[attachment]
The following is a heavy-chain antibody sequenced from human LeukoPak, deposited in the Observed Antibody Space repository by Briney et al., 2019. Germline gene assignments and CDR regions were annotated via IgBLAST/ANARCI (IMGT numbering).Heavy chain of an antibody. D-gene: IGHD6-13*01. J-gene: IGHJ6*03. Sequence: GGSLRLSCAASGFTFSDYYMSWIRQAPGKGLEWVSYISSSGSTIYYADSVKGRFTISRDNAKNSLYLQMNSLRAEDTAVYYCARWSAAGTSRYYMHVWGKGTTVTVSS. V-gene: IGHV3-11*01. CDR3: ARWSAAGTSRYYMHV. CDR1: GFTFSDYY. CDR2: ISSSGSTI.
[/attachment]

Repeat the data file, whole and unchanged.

The following is a heavy-chain antibody sequenced from human LeukoPak, deposited in the Observed Antibody Space repository by Briney et al., 2019. Germline gene assignments and CDR regions were annotated via IgBLAST/ANARCI (IMGT numbering).Heavy chain of an antibody. D-gene: IGHD6-13*01. J-gene: IGHJ6*03. Sequence: GGSLRLSCAASGFTFSDYYMSWIRQAPGKGLEWVSYISSSGSTIYYADSVKGRFTISRDNAKNSLYLQMNSLRAEDTAVYYCARWSAAGTSRYYMHVWGKGTTVTVSS. V-gene: IGHV3-11*01. CDR3: ARWSAAGTSRYYMHV. CDR1: GFTFSDYY. CDR2: ISSSGSTI.